II. But be sure it is 'Thy Way'. But then you must first have well ascertained that that way which you are now going to take is ' thy way'. This was the point at issue between Christ and Satan. Satan, falsely quoting, said: 'In their hands they shall bear Thee up' leaving out the sequel, which was the hinge of the promise, 'in all Thy ways '. Christ saw the omission, and saw that any venture which was without that condition would be presumptuous; and therefore He answered: 'Thou shalt not tempt the Lord thy God'. The first thing, therefore, that you have to do is to be quite sure that the way you are taking is 'thy way'. Ask God to make this quite clear. Try it by some of the great tests. Does your conscience quite go along with it? Have you a vocation? Is it directly or indirectly to usefulness? Is there any cross in it? Does it bring you nearer to Christ? Do you believe that He is pleased with you in it? Does it advance truth and holiness? If you are quite satisfied by such proofs that it is your way, then go, nothing doubting. With the end you have nothing to do; that is God's care. He will be sure to make that right Deal with the present, and watch for, but do not anticipate nor wish to hasten conclusions. Steadily, patiently, and perseveringly work on, wait on, believe on, till the end be. And, be that end what it may, it will be a blessed end to you; strange, perhaps, very contrary to your expectations, but a right end and a happy end. I know of no comfort in life I know of no repose greater than this Today, duty; tomorrow, trust the foot straight in the road, and the eye looking out for loving ends it cannot see.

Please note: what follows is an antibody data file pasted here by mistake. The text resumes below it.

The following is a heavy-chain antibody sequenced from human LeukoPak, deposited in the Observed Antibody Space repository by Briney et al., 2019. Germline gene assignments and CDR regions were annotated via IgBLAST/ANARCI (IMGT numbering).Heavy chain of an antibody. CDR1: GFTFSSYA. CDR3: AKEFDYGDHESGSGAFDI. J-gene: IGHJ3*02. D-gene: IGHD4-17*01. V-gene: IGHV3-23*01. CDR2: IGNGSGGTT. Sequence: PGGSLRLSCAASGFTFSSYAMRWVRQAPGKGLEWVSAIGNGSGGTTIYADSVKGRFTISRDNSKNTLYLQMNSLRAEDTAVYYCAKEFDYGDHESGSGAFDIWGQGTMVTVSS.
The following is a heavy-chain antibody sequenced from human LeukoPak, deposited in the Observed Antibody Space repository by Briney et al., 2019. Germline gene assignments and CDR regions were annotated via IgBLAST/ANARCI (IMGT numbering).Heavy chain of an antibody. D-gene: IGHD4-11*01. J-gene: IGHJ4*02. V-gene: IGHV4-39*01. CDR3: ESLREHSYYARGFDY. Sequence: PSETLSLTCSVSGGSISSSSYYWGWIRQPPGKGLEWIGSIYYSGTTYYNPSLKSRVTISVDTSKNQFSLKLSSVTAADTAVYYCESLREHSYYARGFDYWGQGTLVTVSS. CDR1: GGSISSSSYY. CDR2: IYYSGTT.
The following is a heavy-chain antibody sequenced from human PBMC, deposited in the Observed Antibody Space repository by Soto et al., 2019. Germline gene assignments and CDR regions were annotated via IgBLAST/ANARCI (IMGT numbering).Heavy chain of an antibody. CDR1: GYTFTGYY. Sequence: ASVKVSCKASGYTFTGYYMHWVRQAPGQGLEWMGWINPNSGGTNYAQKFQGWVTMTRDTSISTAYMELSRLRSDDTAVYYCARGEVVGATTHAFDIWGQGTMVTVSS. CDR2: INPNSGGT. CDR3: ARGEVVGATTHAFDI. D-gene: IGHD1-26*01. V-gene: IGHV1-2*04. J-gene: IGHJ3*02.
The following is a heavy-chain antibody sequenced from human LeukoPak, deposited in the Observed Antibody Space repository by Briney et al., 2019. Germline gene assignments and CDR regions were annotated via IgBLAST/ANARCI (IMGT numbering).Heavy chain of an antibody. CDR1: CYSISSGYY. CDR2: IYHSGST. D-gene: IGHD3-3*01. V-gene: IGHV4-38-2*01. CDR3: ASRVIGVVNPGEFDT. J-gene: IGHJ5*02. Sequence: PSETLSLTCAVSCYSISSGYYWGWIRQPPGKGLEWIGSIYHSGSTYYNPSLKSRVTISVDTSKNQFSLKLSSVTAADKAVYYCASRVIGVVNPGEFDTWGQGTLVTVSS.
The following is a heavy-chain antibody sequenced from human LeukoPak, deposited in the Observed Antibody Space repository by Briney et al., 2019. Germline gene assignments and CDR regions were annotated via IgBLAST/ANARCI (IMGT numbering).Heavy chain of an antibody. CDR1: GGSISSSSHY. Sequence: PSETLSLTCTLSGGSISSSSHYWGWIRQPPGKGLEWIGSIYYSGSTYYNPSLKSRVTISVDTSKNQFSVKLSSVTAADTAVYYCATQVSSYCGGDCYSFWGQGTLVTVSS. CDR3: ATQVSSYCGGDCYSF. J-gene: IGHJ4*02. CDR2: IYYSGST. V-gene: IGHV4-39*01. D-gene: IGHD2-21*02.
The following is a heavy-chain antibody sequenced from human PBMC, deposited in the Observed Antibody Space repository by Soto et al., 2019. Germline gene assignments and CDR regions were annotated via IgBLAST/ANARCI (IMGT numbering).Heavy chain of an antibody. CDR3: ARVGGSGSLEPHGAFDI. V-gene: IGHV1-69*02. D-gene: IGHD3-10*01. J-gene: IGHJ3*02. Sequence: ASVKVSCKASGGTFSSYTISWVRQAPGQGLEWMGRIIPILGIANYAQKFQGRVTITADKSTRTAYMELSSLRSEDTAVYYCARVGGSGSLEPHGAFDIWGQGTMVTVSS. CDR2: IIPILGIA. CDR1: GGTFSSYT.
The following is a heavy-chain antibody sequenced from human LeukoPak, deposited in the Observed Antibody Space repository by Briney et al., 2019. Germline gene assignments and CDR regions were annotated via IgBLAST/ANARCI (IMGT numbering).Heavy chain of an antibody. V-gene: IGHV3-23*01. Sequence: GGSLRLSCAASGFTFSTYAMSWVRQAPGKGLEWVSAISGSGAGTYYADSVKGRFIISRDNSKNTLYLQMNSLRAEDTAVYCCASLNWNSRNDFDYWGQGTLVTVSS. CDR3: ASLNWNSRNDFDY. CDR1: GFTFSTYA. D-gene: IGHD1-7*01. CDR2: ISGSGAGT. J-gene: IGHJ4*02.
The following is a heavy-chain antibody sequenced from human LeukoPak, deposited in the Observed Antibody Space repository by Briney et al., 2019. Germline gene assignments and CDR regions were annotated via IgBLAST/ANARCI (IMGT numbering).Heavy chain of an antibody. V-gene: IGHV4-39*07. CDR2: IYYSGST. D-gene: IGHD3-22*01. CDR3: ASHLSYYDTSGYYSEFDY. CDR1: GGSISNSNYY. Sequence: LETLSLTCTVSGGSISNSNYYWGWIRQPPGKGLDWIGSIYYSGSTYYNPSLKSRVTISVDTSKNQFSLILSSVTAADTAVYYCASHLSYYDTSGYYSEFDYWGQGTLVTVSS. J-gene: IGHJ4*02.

III. The Soul's Rest. I do not wonder that the very next words are 'thou shalt rest' ' Go thou thy way,' and 'thou shalt rest'. There is the soul's rest, increasing experience of God's faithfulness, a growing assurance of forgiveness, a greater and greater nearness to Christ, tokens for good, glances of the smile of God all these will be 'rest,' even while you are on the road.
Rest for God's Servants
These words are addressed to Daniel, now an old man, when his work is over, and little remains for him but to die.